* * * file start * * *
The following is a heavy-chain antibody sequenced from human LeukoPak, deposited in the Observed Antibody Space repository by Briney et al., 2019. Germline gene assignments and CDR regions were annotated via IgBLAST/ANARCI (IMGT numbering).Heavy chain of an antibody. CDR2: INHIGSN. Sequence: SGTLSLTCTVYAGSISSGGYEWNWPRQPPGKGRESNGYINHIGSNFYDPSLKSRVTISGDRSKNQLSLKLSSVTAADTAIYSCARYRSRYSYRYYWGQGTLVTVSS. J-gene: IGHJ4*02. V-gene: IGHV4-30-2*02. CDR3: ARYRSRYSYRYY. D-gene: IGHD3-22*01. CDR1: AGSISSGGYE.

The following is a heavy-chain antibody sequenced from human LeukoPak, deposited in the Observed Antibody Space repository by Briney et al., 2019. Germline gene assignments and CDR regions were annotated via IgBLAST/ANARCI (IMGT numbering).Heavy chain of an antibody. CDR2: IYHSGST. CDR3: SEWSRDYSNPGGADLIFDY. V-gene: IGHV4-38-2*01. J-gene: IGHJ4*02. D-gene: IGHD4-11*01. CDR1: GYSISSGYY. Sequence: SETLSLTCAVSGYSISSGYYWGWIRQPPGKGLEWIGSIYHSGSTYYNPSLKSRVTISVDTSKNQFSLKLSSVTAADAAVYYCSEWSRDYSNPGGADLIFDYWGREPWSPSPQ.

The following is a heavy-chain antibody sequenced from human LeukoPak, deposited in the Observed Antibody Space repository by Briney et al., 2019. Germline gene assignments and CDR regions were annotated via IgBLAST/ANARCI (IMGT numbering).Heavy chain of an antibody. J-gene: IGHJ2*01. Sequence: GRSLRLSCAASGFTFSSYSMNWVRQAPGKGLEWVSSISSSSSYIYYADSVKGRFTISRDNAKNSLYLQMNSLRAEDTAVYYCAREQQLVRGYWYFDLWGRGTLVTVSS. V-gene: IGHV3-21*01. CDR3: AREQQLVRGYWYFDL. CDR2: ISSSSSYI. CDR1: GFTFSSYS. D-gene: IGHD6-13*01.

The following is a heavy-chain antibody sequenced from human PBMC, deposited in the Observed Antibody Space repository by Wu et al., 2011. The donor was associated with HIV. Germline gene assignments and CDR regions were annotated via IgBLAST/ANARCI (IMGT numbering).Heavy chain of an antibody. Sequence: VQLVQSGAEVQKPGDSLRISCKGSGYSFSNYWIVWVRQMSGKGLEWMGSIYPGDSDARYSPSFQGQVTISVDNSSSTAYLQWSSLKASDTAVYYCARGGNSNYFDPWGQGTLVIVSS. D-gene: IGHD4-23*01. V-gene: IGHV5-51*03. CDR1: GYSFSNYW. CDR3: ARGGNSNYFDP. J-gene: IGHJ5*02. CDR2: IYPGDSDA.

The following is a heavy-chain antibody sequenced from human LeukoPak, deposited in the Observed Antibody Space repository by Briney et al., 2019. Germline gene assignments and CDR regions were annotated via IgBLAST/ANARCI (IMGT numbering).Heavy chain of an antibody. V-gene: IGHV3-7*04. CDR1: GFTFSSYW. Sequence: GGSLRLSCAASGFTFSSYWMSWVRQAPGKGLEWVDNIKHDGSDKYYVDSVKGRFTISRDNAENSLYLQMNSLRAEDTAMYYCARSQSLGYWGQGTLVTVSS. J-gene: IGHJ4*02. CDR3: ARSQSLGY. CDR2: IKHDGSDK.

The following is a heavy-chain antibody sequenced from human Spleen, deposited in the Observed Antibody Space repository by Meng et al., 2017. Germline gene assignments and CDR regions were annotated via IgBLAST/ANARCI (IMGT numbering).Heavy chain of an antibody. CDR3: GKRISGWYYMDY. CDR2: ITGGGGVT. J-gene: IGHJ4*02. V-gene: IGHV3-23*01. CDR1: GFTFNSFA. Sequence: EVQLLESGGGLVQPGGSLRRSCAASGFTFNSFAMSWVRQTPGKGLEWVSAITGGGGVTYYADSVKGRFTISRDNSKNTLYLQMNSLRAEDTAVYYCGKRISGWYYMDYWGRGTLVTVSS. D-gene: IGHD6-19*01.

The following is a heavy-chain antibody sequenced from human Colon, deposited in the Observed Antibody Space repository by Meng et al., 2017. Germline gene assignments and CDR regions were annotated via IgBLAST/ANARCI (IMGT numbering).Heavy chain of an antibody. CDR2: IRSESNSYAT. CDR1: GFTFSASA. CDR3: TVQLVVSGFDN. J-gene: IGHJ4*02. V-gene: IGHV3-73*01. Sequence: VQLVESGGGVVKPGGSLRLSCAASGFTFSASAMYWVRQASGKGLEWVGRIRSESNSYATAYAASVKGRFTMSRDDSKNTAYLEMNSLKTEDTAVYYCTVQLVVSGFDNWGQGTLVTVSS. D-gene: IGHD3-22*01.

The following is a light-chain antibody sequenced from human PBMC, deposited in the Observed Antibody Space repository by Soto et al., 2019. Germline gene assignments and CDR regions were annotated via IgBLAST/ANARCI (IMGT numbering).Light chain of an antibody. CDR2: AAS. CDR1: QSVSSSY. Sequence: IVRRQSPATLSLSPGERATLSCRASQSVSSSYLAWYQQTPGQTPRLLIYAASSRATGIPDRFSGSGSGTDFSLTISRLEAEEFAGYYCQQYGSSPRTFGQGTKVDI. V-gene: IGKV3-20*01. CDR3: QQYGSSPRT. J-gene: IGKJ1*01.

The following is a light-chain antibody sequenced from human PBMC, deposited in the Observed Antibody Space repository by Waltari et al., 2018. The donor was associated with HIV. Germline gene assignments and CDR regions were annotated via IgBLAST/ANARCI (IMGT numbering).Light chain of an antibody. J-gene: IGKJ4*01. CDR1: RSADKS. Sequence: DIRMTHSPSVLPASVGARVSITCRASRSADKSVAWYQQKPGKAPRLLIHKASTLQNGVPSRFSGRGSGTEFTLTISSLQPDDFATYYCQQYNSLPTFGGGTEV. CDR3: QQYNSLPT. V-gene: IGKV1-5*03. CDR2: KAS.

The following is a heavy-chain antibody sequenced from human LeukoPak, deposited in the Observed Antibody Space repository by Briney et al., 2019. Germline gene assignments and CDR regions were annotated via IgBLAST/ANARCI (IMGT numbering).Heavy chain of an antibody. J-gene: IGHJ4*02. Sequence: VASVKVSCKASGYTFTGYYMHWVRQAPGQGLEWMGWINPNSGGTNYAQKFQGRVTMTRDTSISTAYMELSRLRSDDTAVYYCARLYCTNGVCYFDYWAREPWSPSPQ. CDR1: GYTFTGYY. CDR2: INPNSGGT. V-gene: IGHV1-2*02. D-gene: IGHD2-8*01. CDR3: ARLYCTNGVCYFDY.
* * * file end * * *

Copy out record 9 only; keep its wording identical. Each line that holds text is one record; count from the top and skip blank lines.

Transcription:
The following is a light-chain antibody sequenced from human PBMC, deposited in the Observed Antibody Space repository by Waltari et al., 2018. The donor was associated with HIV. Germline gene assignments and CDR regions were annotated via IgBLAST/ANARCI (IMGT numbering).Light chain of an antibody. J-gene: IGKJ4*01. CDR1: RSADKS. Sequence: DIRMTHSPSVLPASVGARVSITCRASRSADKSVAWYQQKPGKAPRLLIHKASTLQNGVPSRFSGRGSGTEFTLTISSLQPDDFATYYCQQYNSLPTFGGGTEV. CDR3: QQYNSLPT. V-gene: IGKV1-5*03. CDR2: KAS.